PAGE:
Best regards,

Robin Verlangen
Software engineer
*
*
W http://www.robinverlangen.nl
E robin@us2.nl

Disclaimer: The information contained in this message and attachments is
intended solely for the attention and use of the named addressee and may be
confidential. If you are not the intended recipient, you are reminded that
the information remains the property of the sender. You must not use,
disclose, distribute, copy, print or rely on this e-mail. If you have
received this message in error, please contact the sender immediately and
irrevocably delete this message and any copies.

2012/9/19 Robin Verlangen robin@us2.nl

Thank you for the reference, however I was already aware of those options.
A quick benchmark gave us indication we could still win a lot: I'll publish
the details in here soon!

Best regards,

Robin Verlangen
Software engineer
*
*
W http://www.robinverlangen.nl
E robin@us2.nl

Disclaimer: The information contained in this message and attachments is
intended solely for the attention and use of the named addressee and may be
confidential. If you are not the intended recipient, you are reminded that
the information remains the property of the sender. You must not use,
disclose, distribute, copy, print or rely on this e-mail. If you have
received this message in error, please contact the sender immediately and
irrevocably delete this message and any copies.

2012/9/18 Shay Banon kimchy@gmail.com

The relatively new compression option should do the trick without the
need to gzip your index (you won't gain that much). More details here:
http://www.elasticsearch.org/blog/2012/06/25/0.19.5-released.html.

On Sep 18, 2012, at 3:09 PM, Robin Verlangen robin@us2.nl wrote:

Hi there,

We're willing to index lots of data, however after a certain period of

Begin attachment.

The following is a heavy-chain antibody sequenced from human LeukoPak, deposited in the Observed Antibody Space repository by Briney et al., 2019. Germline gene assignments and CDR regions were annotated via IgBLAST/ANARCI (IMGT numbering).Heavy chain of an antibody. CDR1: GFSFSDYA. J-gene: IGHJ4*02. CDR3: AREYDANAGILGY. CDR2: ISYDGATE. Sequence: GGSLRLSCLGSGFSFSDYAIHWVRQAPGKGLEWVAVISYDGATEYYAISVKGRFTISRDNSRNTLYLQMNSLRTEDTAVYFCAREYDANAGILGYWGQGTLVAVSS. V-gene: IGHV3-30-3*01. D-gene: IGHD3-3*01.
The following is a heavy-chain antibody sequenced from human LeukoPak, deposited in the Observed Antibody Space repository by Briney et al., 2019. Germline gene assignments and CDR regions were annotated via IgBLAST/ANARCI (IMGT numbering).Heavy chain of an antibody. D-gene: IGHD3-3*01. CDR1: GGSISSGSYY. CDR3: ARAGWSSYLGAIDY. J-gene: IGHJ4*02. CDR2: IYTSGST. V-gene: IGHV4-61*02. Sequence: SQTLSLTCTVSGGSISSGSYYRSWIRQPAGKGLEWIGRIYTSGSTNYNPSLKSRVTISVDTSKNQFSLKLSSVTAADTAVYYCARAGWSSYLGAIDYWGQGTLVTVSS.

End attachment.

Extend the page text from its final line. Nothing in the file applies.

time it doesn't have to be as "hot" as data from the past week. What do you
experts think of the following:

  1. Open index
  2. Write lots of data into it

Index becomes less important after 7 days

  1. Close index
  2. (g)zip the index

Index remains gzip

  1. Request for search on index
  2. Un(g)zip the index
  3. Open the index
  4. Perform the search

Is there anything I miss here, that would cause problems? A quick test on
a single node worked perfectly. The default compression doesn't help us
enough.

Best regards,

Robin Verlangen
Software engineer
*
*
W http://www.robinverlangen.nl
E robin@us2.nl

Disclaimer: The information contained in this message and attachments is
intended solely for the attention and use of the named addressee and may be
confidential. If you are not the intended recipient, you are reminded that
the information remains the property of the sender. You must not use,
disclose, distribute, copy, print or rely on this e-mail. If you have
received this message in error, please contact the sender immediately and
irrevocably delete this message and any copies.

--

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(Clinton Gormley) #5

Hi Robin

On Wed, 2012-09-19 at 10:13 +0200, Robin Verlangen wrote:

I published my findings on ElasticSearch compression on my personal
blog with some in-depth information about the benchmark:
http://www.robinverlangen.nl/index/view/50597e5876ad1-6e7e5f/elasticsearch-compression-benchmark.html

Are your numbers correct? You say that an index without compressions was
3,282 MB but an index with compression was 15,400 MB ??? ie 5 times
BIGGER?

clint

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(Robin Verlangen) #6

That was a stupid typo, of course 1540MB, I updated the PDF file attached:
http://www.robinverlangen.nl/assets/blog/ES-benchmark---Compress-indexes.pdf

Best regards,

Robin Verlangen
Software engineer
*
*
W http://www.robinverlangen.nl
E robin@us2.nl

Disclaimer: The information contained in this message and attachments is
intended solely for the attention and use of the named addressee and may be
confidential. If you are not the intended recipient, you are reminded that
the information remains the property of the sender. You must not use,
disclose, distribute, copy, print or rely on this e-mail. If you have
received this message in error, please contact the sender immediately and
irrevocably delete this message and any copies.

2012/9/19 Clinton Gormley clint@traveljury.com

Hi Robin

On Wed, 2012-09-19 at 10:13 +0200, Robin Verlangen wrote:

I published my findings on ElasticSearch compression on my personal
blog with some in-depth information about the benchmark:

http://www.robinverlangen.nl/index/view/50597e5876ad1-6e7e5f/elasticsearch-compression-benchmark.html

Are your numbers correct? You say that an index without compressions was
3,282 MB but an index with compression was 15,400 MB ??? ie 5 times
BIGGER?

clint

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(Radim) #7